The YamDaisy Project
Mealtimes are make or break for people who are struggling. It isn’t just the cooking, but the planning, shopping, preparation and cleaning up that makes it hard. Chronic illness, disability, frailty, crisis, relentless caring duties: these all mean that good meals are even more important, but also harder to manage.
For some people this is a problem now and then, for others it is every single day.
The YamDaisy Project is all about making it easy for people to eat well. We are making sure the meals are healthy, delicious and affordable, and that we give the chefs a good business, with a fair workload and a fair income.
We want to run community cafes because we know that social isolation goes hand in hand with chronic illness, disability and poverty. Being a regular at a cafe means you feel part of the community, even if you don’t want to chat to people. It also allows the cafe to respond to particular needs.
We are a not-for-profit social enterprise.
I facilitated ‘Link Up’, a phone support group for people with Chronic Fatigue Syndrome. It was run as a conference call, with each person on the phone in their own home. Many of these people were housebound by their illness. Some had never spoken to someone else with CFS, who could understand what they were going through.
I remember at one time, when we were talking about how isolated you get because friends drop away and family have other priorities, one young woman said that she never saw anyone. If she got really lonely she would walk to the nearest shopping plaza and just sit and look at people.
When I asked her how she managed food for herself, she said her food was frozen packaged meals that she could heat up in the microwave.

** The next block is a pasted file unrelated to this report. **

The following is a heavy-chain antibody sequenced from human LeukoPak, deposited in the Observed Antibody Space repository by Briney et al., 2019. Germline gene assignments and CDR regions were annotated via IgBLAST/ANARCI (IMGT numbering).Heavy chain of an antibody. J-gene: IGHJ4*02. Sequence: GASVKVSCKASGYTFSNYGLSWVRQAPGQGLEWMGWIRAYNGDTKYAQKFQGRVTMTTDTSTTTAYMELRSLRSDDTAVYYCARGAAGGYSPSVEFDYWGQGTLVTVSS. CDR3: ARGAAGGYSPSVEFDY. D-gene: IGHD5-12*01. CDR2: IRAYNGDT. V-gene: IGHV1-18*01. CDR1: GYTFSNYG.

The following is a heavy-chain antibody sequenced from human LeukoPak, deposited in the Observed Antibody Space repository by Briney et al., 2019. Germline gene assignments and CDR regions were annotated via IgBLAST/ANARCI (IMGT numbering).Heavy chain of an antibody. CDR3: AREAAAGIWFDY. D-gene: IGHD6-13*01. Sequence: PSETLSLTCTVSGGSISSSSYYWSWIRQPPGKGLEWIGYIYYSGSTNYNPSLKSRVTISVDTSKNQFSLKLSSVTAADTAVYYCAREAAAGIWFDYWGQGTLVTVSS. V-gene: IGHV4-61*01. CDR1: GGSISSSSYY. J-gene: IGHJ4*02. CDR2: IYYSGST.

I felt so strongly that no one should have to live like this.
Everyone I have talked to about chronic illness has influenced this project, but if that young woman happens to read this, I would like her to know she is my inspiration to make a big change in the way we eat.
- Good food is an important part of a good life.
- The most vulnerable people need the best food.
- Good food provision is an important part of our economy.
About Joy Stevenson
Being out of the workforce, and with the burden of illness, I know how hard it is to cook good meals for myself daily. I know this is a huge burden on almost everyone with illness, disability or extra stress. Yam Daisy is the result.
To be clear I do not want any financial gain from YamDaisy, I just want to see its success.
A Little History…
2006 I came up with the idea of local kitchen cafes providing affordable home-style food to people with chronic illness and other reasons that make cooking for themselves difficult.
2007 I firmed up the idea with research on franchises, food industry, and balancing business and philanthropic issues.
2008 I got professional expertise from the Hospitality Industry to see if my idea had legs. What I got was cautious support and a lot of reality checks! But certainly there were enough legs(!) to keep me going.
2009 The year of grassroots feedback, publicity and networking! I put up my website, blog and facebook page, published a local newsletter and carried out the Great Comfort Food Survey!
2010 Fine tuning the concept, developing the booklet.
2011 Next step – planning the pilot cafe, contacting the local council and getting a clearer sense of the road ahead, should I decide to take it!
2012 Deciding I was ready to lead the project (yes, it took all year!)
2013 New website, building grassroots support, and getting people on board to help with it all. The ‘I’ has become ‘we’. We have a working group, a newsletter and great consultants on board.
2014 Began working with Reservoir Neighbourhood House and held the Pop-Up Cafe there.
2015 TASTY Pop-Ups at Darebin Community Health and Reservoir Neighbourhood House, and successful Catering Trial.
2016 A YamDaisy Pop-Up Soup Bar at Reservoir Neighbourhood House and planning the YamDaisy Cafe in the Foyer space at East Reservoir Community Health (unfortunately we were not able to go ahead and the project came to a close).